Update on Awardees 2021
Royal School of Needlework
I have been studying at the Royal School of Needlework in the second year of the Hand Embroidery for Fashion, Interiors, and Textile Art degree. I have gratefully received a bursary award from The Knights of the Round Table. Over summer I spent time working on a sketchbook project called “Things Come Apart” inspired by the book by Todd McLellan. In this project, I found interesting organic and man-made objects, disassembled them in some way, and then created compositions using the various elements. I combined drawing, painting, and collage to compile a library of images that I could use to inform my embroidery work going forward. Sketchbook composition using Mussel Shells found At Porteau Cove, BC Canada The first technical stitch unit that I took part in was Raisedwork Embroidery. I very much enjoyed learning how to create 3D elements such as covered beads, raised shapes, and needlelace that I can incorporate into my embroidery designs going forward. First I worked on a set of samples in order to practice the techniques, and then I began applying what I knew to a design taken from my aforementioned sketchbook. My goal was to translate the original design to stitch including as many raisedwork techniques as possible. This particular design began as cherry tomatoes from my garden in Canada. I cut them in quarters, removing the stems and seeds, and then arranged the elements into an organic/geometric composition. . I was very inspired by the abstract outcome and the use of vibrant colours that took my original subject matter to a whole new level. Sketchbook design based on cherry tomatoes, and the altered design for Raisedwork Samples of Raisedwork techniques, and a detail of my Raisedwork design in stitchIn my Research and Development unit the first term brief was to create an innovative embroidered textile for fashion or interiors. Again, I worked from my summer sketchbook, but this time in a more experimental way using foraged materials from around my house and items scavenged from local thrift shops. I really enjoyed the intuitive way of working that I adopted, choosing key words such as “Alchemy” and “Tesselations” as starting points for my experiments. Unlike the technical stitch unit where specific materials were shipped to me, I found it harder to find quality materials for this unit while working from home in Canada. I really missed having access to the RSN resource room since the combination of my location and the pandemic made it very difficult to source supplies locally. Sampling of ‘Tessellations’ using a monochromatic colour way and seasonal colour trends. Unconventional materials include plastic straws, chenille yarn, leather, plastic mesh vegetable bags, and leather lacing.When I left London to return to Canada after completing my BA1 year, I could never have imagined that, due to the pandemic, I would not be returning to Hampton Court Palace in the foreseeable future. All the materials I had invested in are currently in boxes and stored at the RSN. Because of this, I relied heavily on my bursary money to recreate the most productive studio space I could in my living room in Canada. I almost had to start from scratch and purchasing frames, hoops, threads, fabrics and I did so through retail shops, online stores, and re-sale websites. This required me to pay for shipping and transit into the city to pick items up. I also was able to acquire a small light box and a printer as a substitute for the RSN IT suite that I was unable to access. My my local library had minimal books on embroidery compared to the extensive RSN library so I also had to purchase some print materials such as the RSN Essential Stitch Guide to Stumpwork Embroidery. Any money left over has gone towards my living expenses. As a self funded student I am not certain I would have been able to successfully navigate the first term of the course and be able to keep up with the rest of the students in my class without this bursary. It was difficult enough as it was. Despite the insecurities I have had about my performance in the course while working from abroad, my feedback from formative assessments has been nothing but positive and uplifting. Checking in and gaining feedback from my tutors has been such a valuable motivator as they have been my only link to the course. I am very proud of my commitment to waking up for my 6 hour technical stitch class at 1:30 am and for my Contextual Studies seminars at 4:30am. I made it a priority to show up with my peers and get the most out of the classes through live, online discussions. However, continuing to work this way until the end of the academic year in June does not seem sustainable so I have opted to interrupt my studies at this time and pick up next year in hopes that I will be able to access the studios at Hampton Court Palace and participate in the full RSN experience.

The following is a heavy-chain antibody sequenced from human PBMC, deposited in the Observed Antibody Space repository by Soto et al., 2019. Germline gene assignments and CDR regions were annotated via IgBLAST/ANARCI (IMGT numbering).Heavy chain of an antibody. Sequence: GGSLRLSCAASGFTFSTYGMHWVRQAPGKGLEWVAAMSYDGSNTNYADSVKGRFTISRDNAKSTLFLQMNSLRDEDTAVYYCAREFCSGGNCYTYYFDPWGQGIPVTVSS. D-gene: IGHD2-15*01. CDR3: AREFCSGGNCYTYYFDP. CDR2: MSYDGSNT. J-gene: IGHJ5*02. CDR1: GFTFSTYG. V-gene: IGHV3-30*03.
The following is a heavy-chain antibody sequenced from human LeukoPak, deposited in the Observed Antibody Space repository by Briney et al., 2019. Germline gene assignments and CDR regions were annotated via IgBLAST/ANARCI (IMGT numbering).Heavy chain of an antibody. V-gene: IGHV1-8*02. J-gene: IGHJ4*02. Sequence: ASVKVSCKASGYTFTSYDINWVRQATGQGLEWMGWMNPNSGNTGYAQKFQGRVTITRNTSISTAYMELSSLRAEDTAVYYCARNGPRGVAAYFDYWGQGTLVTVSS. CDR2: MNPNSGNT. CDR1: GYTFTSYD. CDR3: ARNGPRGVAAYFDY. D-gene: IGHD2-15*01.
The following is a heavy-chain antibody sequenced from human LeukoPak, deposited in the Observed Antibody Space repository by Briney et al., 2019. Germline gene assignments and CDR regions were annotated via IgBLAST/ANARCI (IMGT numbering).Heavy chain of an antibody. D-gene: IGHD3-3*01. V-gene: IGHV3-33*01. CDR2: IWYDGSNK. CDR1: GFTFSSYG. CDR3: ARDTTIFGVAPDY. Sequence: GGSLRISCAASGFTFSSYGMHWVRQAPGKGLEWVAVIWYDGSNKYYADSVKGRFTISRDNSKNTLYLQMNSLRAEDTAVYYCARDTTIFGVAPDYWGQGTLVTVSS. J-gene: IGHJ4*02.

Unfortunately I will not be in UK at all this academic year. I have just submitted my Bursary Report to Susan Kay-Williams at RSN and she has informed me she will be updating you only behalf regarding my situation related to the pandemic.
Sorry to be missing it but best wishes for July. I hope the lunch can go ahead and it is a good time!
Royal School of Needlework
Eliza Tuture BA3